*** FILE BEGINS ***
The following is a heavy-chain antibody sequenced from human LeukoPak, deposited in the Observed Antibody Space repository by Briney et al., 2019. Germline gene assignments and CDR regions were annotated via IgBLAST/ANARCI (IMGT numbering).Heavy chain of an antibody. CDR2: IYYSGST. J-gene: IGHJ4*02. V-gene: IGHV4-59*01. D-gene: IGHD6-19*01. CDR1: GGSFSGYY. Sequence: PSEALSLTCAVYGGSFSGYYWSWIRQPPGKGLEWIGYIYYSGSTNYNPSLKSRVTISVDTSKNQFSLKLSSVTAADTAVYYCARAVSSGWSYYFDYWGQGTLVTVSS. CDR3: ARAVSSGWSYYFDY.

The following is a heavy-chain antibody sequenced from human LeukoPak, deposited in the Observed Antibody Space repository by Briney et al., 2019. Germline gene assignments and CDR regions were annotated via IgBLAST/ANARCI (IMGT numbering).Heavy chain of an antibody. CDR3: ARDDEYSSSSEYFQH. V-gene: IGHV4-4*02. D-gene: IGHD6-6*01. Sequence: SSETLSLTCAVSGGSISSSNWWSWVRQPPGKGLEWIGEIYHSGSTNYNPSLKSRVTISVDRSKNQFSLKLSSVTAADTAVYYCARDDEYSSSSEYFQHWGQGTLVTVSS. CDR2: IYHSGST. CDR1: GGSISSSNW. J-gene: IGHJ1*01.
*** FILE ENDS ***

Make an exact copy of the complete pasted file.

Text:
The following is a heavy-chain antibody sequenced from human LeukoPak, deposited in the Observed Antibody Space repository by Briney et al., 2019. Germline gene assignments and CDR regions were annotated via IgBLAST/ANARCI (IMGT numbering).Heavy chain of an antibody. CDR2: IYYSGST. J-gene: IGHJ4*02. V-gene: IGHV4-59*01. D-gene: IGHD6-19*01. CDR1: GGSFSGYY. Sequence: PSEALSLTCAVYGGSFSGYYWSWIRQPPGKGLEWIGYIYYSGSTNYNPSLKSRVTISVDTSKNQFSLKLSSVTAADTAVYYCARAVSSGWSYYFDYWGQGTLVTVSS. CDR3: ARAVSSGWSYYFDY.

The following is a heavy-chain antibody sequenced from human LeukoPak, deposited in the Observed Antibody Space repository by Briney et al., 2019. Germline gene assignments and CDR regions were annotated via IgBLAST/ANARCI (IMGT numbering).Heavy chain of an antibody. CDR3: ARDDEYSSSSEYFQH. V-gene: IGHV4-4*02. D-gene: IGHD6-6*01. Sequence: SSETLSLTCAVSGGSISSSNWWSWVRQPPGKGLEWIGEIYHSGSTNYNPSLKSRVTISVDRSKNQFSLKLSSVTAADTAVYYCARDDEYSSSSEYFQHWGQGTLVTVSS. CDR2: IYHSGST. CDR1: GGSISSSNW. J-gene: IGHJ1*01.